- 0Mar 24, '09 by missjennmbWELL the OP doesnt say "primary" anything, and if she wants to just do the primary, she can just copy off of her classmates
Obviously anything related to coping difficulties comes before pain management on maslow's hierarchy but that doesnt negate the diagnosis... If the entire class is doing the same case, which is what I interpreted it to be, I would imagine the teacher would be looking for critical thinking skills, not just the result of a group of students agreeing on one diagnosis. My teachers generally want ALL of as many nursing diagnoses as we can come up with, not just the single primary...
But whatever~ If you want to say 'kudos' and whatever to commentary negating my input, then I just wont give it. lol Its all good
- 0Mar 24, '09 by sh1901I'm not trying to negate anything and no where did I indicate that this was a solitary diagnosis - I said "if you are creating a prioritized list...", use of the word LIST would indicate more than one. We are also required to list any and all nursing diagnoses for each patient, but they must be in a prioritized order.
Based on what we have been doing, we would treat the acute pain as the top priority because risk for injury or risk for ineffective coping would be manifested based on lack of sleep which is due to the pain, therefore treating the pain first would assist in alleviating the other issues. Perhaps we are interpreting maslow differently, because I would interpret pain as being a physiological need which would be met first and foremost....it could be a difference in teachings at our schools, this is only my interpretation based on the courses that I am taking - that's why it is good to get input from more than one person.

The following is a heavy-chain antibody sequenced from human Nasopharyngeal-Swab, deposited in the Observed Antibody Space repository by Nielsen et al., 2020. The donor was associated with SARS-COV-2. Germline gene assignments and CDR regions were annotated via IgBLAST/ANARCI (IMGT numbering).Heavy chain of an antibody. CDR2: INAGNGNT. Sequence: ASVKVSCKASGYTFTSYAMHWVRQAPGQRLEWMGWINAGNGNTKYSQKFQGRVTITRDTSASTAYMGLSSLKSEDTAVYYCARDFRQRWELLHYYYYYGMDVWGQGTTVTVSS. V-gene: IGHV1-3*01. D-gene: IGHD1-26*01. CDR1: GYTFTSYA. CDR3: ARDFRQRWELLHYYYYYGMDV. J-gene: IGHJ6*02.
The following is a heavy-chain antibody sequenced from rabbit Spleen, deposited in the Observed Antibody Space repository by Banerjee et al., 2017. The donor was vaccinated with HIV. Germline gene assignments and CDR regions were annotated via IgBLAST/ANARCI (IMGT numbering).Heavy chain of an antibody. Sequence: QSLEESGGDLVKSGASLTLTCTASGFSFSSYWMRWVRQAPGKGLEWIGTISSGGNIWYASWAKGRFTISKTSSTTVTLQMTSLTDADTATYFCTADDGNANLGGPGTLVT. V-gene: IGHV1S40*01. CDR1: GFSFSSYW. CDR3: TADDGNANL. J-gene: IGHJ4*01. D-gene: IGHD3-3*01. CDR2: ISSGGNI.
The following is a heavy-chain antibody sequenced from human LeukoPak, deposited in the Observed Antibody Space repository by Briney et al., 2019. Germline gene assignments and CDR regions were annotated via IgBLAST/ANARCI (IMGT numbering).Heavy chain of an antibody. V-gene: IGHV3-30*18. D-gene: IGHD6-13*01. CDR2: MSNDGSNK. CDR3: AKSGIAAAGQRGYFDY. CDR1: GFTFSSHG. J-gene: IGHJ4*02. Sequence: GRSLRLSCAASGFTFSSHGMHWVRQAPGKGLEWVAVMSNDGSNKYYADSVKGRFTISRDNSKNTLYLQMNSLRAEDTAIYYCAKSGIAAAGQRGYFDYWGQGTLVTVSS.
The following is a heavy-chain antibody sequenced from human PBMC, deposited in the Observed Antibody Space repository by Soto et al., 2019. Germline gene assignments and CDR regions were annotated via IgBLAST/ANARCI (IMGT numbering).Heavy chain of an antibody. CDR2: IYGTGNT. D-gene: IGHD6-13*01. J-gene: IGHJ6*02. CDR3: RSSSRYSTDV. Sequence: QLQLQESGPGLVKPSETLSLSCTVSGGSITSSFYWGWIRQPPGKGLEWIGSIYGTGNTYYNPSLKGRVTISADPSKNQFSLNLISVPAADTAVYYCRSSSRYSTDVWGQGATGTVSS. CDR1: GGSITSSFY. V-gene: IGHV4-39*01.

I was in no way trying to negate anything that you said, all of your points were valid and important to make.Last edit by sh1901 on Mar 24, '09
- 0Mar 24, '09 by Daytonitethe first thing to do with a medical diagnosis is break it down into its signs and symptoms. nursing diagnoses are based upon the patient's responses to their medical problem. medical diagnoses are of little use to us in putting together a care plan (determining nursing problems) without breaking the medical diagnosis down into its signs and symptoms.
pain is not the only symptom of an ear infection. as someone who had many ear infections as a child i can tell you that hearing acuity is also affected because the ear canal and internal structures become swollen. pain is acute. inflammation accompanies all infections. the 4 cardinal signs of inflammation are redness, heat, swelling and pain. the kids health website is a good place to go for pediatric information: http://kidshealth.org/parent/infecti...tis_media.html (ear infection).
- for pain, use acute pain r/t inflammation of ear
- other possible diagnoses that would apply based on symptoms"
- (risk for) nausea r/t inflammation of labyrinth of ear
- hyperthermia r/t inflamed ear
- disturbed sensory perception, auditory r/t altered sensory reception secondary to inflammatory response
- risk for deficient fluid volume r/t nausea and vomiting
- risk for injury r/t dizziness